The Fog

3 out of 10


Obscure Cult Movie Ruined

The 1970's produced a whole slew of cheap horror B movies which were almost totally alike. One however which stood out from the crowd was "The Fog" in 1980, directed by master of horror, John Carpenter, the man who bought us classics like "The Thing", so good they bought out a video game over 20 years after it was made. Whilst it's premise of the betrayed crew of a wrecked ship from the 18th Century repeatedly returning in a fog bank to take revenge on the descendants of those who had founded the little town on an island, "The Fog" must seem like a farfetched teen slasher flick of today, it was well done with both suspense and some gripping scenes, albeit on a clearly low budget basis.

Given some big bucks and the support of a major studio, one would have thought that the hapless director Rupert Wainwright could have pulled off a major coup the same way that his colleague Dominic Sena did in remading of the 1974 cult movie "Gone In 60 Seconds", but alas no. For a man rumoured to be a total control freak, his remake is remarkably directionless. After removing the basic scenes and characters from the original script, neither Wainwright nor Cooper Layne whose only previous experience was the widely slammed "The Core" had any idea of what to do. Gone is the horror of a dead seaman reel back from a kick to reveal the lugworms crawling and wrything in his wet rotting flesh of his skin and instead there's just some lame bandaged lepers. No more is the desparate struggle of the woman, chased up and onto the roof of the lighthouse as she fights off the marauding zombies and instead a flight of CGI ghosts just smash up a local museum and chuck a couple of people through glass doors which had so obviously had it coming to them. Worse, consider that scriptwriting 101 says that the central character is a protagonist, ie actually does something, yet Nick Castle (Tom Welling) has no apparant role in the movie and is of negligible effect on whatever storyline there is. And having characters doing stupid things and an occasional twisted harmless nutter thrown in is not creating suspense.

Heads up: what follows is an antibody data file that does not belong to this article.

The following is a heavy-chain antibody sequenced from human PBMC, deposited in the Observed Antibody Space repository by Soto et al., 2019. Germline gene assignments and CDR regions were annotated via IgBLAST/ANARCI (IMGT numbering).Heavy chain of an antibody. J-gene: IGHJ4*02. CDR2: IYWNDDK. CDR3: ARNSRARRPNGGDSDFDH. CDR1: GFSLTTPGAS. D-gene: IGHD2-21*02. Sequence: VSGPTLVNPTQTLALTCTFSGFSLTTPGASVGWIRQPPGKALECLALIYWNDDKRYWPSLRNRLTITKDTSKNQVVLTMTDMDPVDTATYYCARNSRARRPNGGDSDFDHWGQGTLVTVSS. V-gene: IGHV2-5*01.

In any film review, it is normal to detail the actors, but in "The Fog" they are frankly just an morphous bunch of forgetable folk, blended to homogeniality that leaves them with as much presence on screen as the crew of the Marie Celeste. Even Slema Blair can't seem to find either her lines or the camera. Again and again, the fog comes in, the fog goes out, the characters keep suffering nasty deaths whilst the others seem to just wander about with as much of a hazy idea of what to do as Cooper Layne in font of his "Final Draft" scriptwriting software.

Despite the original's building of tension and pre-computer special effects done to perfection on a shoestring budget, it was the ending of John Carpenter's version that really took the audience's breathe away. One moment, the angry dead sailors who had thought to have been despatched forever, suddenly, so close to the end credits you'd never ahve guessed, return, instantly materialised in a determined throng at the back of the church, the classic "safehouse" in nearly every other horror flick, to decapitate the priest. Instead, in this version, some nonsense with confronting a pretty that's too stupid to print. So is there anything good about it at all? The scenery's nice!

Doubtful that worse things happen at sea

Film Critic: Robert L Thompsett